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Yolanda Renee King, Arndrea Waters King, and Martin Luther King III lead the annual D.C. Peace Walk: Change Happens with Good Hope and a Dream across the Frederick Douglass Memorial Bridge for Dr. Martin Luther King Day on January 17, 2022 in Washington, D.C.

Yolanda Renee King, Arndrea Waters King, and Martin Luther King III lead the annual D.C. Peace Walk: Change Happens with Good Hope and a Dream across the Frederick Douglass Memorial Bridge for Dr. Martin Luther King Day on January 17, 2022 in Washington, D.C. (Photo: Samuel Corum/Getty Images)

'No Celebration Without Legislation': King Family Leads Voting Rights March

"I will not accept empty promises in pursuit of my father's dream," said Martin Luther King III.

Andrea Germanos

With the Democratic Party on the verge of failure in Congress, the family of Martin Luther King Jr. on Monday joined with other civil rights advocates and faith leaders in Washington, D.C. to demand lawmakers pass national voting rights legislation.

The MLK Day action comes amid a wave of voter suppression efforts advanced by Republican-controlled state legislatures and ongoing obstruction from right-wing Democratic Sens. Joe Manchin (D-W.Va.) and Kyrsten Sinema (D-Ariz.) to change the rules of the filibuster—the Senate's 60-vote threshold rule that critics have dubbed a "Jim Crow relic" used to block key democracy reforms.

The event comes just ahead of a planned effort by Senate Democrats to advance a House-approved bill that combines the Freedom to Vote Act and John R. Lewis Voting Rights Advancement Act. Majority Leader Chuck Schumer will attempt to use a procedural workaround to overcome GOP opposition, but that will only be possible if Manchin and Sinema end their objections to a filibuster carve-out.

The Deliver for Voting Rights campaign, the group behind Monday's march, states that Congress must seize the "historic opportunity" to protect voting rights.

"From the Civil War to the Jim Crow era, the filibuster has blocked popular bills to stop lynching, end poll taxes, and fight workplace discrimination," the campaign says. "Now it's being used to block voting rights. The weaponization of the filibuster is racism cloaked in procedure and it must go."

"There's no time to wait," they added. "We honor Dr. King with action."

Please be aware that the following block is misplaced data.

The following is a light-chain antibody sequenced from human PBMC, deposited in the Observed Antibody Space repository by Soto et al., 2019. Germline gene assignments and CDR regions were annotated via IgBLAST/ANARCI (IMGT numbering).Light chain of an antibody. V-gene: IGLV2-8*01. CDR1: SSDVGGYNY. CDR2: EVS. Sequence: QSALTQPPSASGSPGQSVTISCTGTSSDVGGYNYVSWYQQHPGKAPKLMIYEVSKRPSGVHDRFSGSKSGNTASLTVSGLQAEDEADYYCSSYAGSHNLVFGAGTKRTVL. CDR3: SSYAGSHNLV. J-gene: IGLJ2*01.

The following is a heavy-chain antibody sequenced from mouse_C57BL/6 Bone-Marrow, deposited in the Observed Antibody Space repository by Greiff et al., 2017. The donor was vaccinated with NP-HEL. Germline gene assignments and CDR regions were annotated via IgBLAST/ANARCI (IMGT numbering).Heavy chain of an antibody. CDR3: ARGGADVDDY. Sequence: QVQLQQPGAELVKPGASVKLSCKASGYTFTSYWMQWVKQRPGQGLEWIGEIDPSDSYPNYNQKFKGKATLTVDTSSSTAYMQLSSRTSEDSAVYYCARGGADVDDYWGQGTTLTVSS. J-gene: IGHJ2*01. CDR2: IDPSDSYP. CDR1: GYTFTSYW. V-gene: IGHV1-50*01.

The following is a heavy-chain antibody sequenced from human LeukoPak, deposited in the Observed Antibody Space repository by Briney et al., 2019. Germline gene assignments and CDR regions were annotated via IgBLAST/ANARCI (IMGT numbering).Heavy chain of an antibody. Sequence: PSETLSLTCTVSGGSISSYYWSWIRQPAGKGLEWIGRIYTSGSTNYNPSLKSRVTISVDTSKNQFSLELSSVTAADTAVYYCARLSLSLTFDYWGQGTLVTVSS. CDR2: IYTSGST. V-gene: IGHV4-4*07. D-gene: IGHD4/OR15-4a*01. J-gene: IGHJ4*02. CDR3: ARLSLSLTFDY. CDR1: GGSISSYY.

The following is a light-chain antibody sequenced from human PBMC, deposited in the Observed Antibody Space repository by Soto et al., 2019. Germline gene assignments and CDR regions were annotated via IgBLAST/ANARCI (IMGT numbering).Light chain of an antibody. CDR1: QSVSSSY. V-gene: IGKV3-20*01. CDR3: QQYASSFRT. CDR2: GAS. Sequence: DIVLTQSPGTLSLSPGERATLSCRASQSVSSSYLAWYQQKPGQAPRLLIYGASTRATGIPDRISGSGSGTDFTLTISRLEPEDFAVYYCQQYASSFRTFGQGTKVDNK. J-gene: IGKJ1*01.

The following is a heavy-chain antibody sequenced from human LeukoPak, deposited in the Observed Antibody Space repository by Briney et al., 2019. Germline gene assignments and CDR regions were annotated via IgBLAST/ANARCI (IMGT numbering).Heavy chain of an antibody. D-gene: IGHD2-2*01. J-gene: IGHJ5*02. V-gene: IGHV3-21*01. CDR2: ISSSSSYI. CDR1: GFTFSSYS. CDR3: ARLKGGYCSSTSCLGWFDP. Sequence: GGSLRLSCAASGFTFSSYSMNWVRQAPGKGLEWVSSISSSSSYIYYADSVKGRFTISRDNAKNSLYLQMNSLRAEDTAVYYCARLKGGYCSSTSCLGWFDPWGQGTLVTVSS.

Damon Hewitt, president and executive director of the Lawyers' Committee for Civil Rights Under Law—one of the partners of the voting rights campaign—rejected a "sanitized, watered-down recollection of Dr. King" that "is wholly divorced from the reality of his life" and stressed that the slain rights leader's "service was about activism—an engaged leadership that brought our country closer to its stated ideals."

"Dr. King's activism taught us that those who care about freedom must take action to shake loose equality from whatever stands in the way, including cynicism and complacency with the status quo," said Hewitt. "In that spirit, and on this day of remembrance, we will redouble our efforts to defend voting rights and save our democracy."

After a morning "Peace March" kicking off from the Frederick Douglass Memorial Bridge, event organizers were set to hold a noon press conference with speakers including Drum Major Institute president Arndrea Waters King, Poor People’s Campaign co-chair Rev. Liz Theoharis, and Black Voters Matter co-founder LaTosha Brown.

In a statement Monday, Brown referenced MLK's remark that "voting rights are the foundation stone of political action" and his legacy "inextricably tied to his lifelong dedication to protecting Black voting rights."

"There is a cruel hypocrisy that, today, the United States Senate has taken a vacation day to acknowledge Dr. King’s legacy while two critical voting rights bills—the Freedom to Vote Act and the John Lewis Voting Rights Advancement Act—languish on the Senate floor," said Brown. "Even when Dr. King’s children have called for this to be a day on, not off. Martin Luther King III has said there can be ‘no celebration without legislation.’ And Bernice King asked us to use this day to advocate for changing the filibuster to pass voting rights legislation. And so we are."

Despite some "incredible progress over the years," Brown lamented recent "dangerous Supreme Court decisions, a wave of state-level voter restrictions, and Senate inaction—particularly from Joe Manchin and Kyrsten Sinema—[that] threaten to turn back the clock on election freedom and our ability as a community to build power and make gains economically and with criminal justice reform."

"Today is not just a holiday; it's a call to action on voting rights," she added. "If Senate Majority Leader Schumer and the rest of Senate Democrats really want to honor Dr. King's legacy, then they must pass federal voting rights legislation immediately. And if the Republicans continue to perpetrate the big lie and aid in this slow-motion insurrection, the Senate Democrats must go it alone and carve out an exception to the filibuster to pass the legislation now."


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